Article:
Do they speak the same language as you and understand what you’re saying? If you have trouble communicating with them at the casting it will likely be very hard on the day of the shoot to ask them to project a certain feeling or even move a foot slightly in one direction.

Do they seem to be warm, friendly and confident? You’re going to spend a day with this model asking them to strike poses, change clothes and be on their feet all day – it’s not much fun working with a difficult model and if this is your first photoshoot you really want someone who is going to make it easier for you.

Take some photos of them. Images in a model’s portfolio can often be a bit misleading or even very old, so take your own shots too for your reference. Use your own camera or phone and take a full length shot from the front, side and back, as well as a headshot. If relevant, make sure that the model has her hair up as well as down in the shots so you can see her face as well as her hair, and that she is wearing something relatively form fitting so you can see her body – if you are shooting swimwear or any other specific garment, make sure you have some there for the model to change into for the shot (it’s usually a good idea to let the agency know this in advance if you are shooting swimwear or lingerie so they can ensure that model’s are prepared for the situation). Make sure you can clearly see the most relevant part of the model for your shoot – if you are shooting shoes, take a picture of the model’s feet and toes; if you are shooting accessories, make sure the model’s hands are attractive and well groomed.

It’s ideal if you can get the photographer (or art director if you’re using one) to come along to the casting as they will be able to advise you as to which models move the best, have the best posture or the nicest bone structure to pick up the lights. If they don’t come to the casting, make sure you send them your favourites before the actual shoot (either ask the models to visit the photographer or send them your shots) and gather their feedback.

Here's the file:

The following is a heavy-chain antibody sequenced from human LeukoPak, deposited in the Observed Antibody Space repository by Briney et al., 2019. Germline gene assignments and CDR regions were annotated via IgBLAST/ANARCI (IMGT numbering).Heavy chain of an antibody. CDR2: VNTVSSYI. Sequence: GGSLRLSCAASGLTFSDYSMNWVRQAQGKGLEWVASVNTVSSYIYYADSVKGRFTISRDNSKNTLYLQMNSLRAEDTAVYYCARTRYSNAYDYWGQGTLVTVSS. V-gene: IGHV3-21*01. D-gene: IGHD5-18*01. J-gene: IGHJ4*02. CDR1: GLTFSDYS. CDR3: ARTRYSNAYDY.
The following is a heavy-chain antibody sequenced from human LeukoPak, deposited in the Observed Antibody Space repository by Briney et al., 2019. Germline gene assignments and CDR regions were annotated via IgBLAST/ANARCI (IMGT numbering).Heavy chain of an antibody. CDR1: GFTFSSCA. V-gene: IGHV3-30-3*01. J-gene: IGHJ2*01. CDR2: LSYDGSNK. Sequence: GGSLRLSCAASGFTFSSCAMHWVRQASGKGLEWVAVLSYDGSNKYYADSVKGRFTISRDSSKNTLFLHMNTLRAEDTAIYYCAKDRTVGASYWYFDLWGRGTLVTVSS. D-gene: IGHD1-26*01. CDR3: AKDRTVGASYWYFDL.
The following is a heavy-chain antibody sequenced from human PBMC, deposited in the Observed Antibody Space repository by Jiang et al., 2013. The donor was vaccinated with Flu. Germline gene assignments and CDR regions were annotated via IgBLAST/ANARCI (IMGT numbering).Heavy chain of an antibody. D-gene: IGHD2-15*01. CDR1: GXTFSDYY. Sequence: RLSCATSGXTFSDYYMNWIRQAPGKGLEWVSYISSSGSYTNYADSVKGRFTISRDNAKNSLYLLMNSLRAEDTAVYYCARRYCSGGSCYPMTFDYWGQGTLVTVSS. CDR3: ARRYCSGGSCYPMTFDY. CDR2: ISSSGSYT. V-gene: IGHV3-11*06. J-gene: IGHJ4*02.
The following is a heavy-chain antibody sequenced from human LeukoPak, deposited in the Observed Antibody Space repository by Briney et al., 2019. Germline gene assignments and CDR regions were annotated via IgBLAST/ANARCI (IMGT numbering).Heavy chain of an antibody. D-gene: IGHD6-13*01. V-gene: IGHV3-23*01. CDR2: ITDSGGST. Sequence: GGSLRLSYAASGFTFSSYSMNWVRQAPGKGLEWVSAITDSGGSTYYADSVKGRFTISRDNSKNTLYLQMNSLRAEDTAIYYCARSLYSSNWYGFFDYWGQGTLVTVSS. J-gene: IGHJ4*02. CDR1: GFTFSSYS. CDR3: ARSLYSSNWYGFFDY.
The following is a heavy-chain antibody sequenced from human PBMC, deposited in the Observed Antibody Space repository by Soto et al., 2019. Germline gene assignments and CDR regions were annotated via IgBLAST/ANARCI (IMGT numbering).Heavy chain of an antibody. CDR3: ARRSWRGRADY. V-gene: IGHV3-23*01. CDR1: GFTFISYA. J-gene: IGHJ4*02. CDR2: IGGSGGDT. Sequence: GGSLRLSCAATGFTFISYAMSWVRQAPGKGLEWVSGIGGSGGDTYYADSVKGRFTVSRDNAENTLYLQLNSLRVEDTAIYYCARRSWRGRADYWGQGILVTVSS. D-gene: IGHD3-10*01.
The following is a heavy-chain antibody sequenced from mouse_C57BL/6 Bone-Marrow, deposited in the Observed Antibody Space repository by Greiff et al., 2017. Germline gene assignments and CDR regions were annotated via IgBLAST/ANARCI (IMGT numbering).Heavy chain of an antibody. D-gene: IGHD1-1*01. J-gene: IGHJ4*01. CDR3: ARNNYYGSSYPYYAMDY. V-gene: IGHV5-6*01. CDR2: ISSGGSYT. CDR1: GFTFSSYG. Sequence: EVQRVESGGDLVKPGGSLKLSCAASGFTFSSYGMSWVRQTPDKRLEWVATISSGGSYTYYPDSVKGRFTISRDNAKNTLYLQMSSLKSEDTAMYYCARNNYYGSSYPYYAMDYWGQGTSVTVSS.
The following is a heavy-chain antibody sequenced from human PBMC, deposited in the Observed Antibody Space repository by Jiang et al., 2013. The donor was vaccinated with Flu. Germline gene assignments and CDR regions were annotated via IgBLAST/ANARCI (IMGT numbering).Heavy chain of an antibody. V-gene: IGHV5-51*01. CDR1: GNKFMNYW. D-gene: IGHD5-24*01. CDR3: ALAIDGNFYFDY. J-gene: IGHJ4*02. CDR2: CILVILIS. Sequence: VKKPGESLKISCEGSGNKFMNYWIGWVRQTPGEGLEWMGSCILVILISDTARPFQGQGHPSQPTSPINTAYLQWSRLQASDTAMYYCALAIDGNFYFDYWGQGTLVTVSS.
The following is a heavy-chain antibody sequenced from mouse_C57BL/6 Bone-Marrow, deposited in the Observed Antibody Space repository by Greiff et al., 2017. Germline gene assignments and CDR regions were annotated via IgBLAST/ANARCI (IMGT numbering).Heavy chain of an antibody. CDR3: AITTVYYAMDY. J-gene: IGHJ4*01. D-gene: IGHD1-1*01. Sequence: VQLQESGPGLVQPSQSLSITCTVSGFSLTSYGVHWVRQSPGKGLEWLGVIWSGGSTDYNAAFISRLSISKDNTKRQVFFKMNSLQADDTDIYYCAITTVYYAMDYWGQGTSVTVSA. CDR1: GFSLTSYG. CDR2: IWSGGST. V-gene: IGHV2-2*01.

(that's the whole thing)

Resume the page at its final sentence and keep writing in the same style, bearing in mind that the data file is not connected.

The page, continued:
Take a card
The model should always have a card in their portfolio that they can leave behind with a potential client, make sure you take one from each model you see. It’s a good idea to get one of the shots you take to be the model holding their card too so you can clearly identify who they are when you’re flicking through the images later on. If the model doesn’t have a card, write their name and their agency on a piece of paper and get them to hold that in a shot. When the model has left you can put their card in a pile – yes, no or maybe to help your decision-making after the casting.

Once you have a shortlist of models, you can contact the agency and let them know. You will be able to put an ‘Option’ on a model for the date of your shoot which is essentially reserving them – a First Option means that the model has no other potential bookings and you are first in the queue to book them whereas a Second Option means that someone else got there before you and you have to wait to see if they cancel before you an have a first option. Don’t be disheartened if you only have a second option on your favourite model, clients will often put options on several models at a time while they make up their mind, just keep chasing the agency to see if your option has moved up the ladder. It’s a good idea to put an option on more than one model if you’re unsure so that you have your bases covered, the agency will let you know when you have to confirm by. However if you are confident you have found the right model for your shoot, go ahead and confirm.

For more advice on organising a photography shoot, read our post here.



About Ruth Cozens:
Co-founder of Sitorial, Ruth has worked in fashion eCommerce for over ten years. She started her fashion career at Net-a-Porter and has since gone on to work for a host of big retail names including ASOS, Marks & Spencer, Arcadia and where she ran the creative side of the business and held a place on the exec team.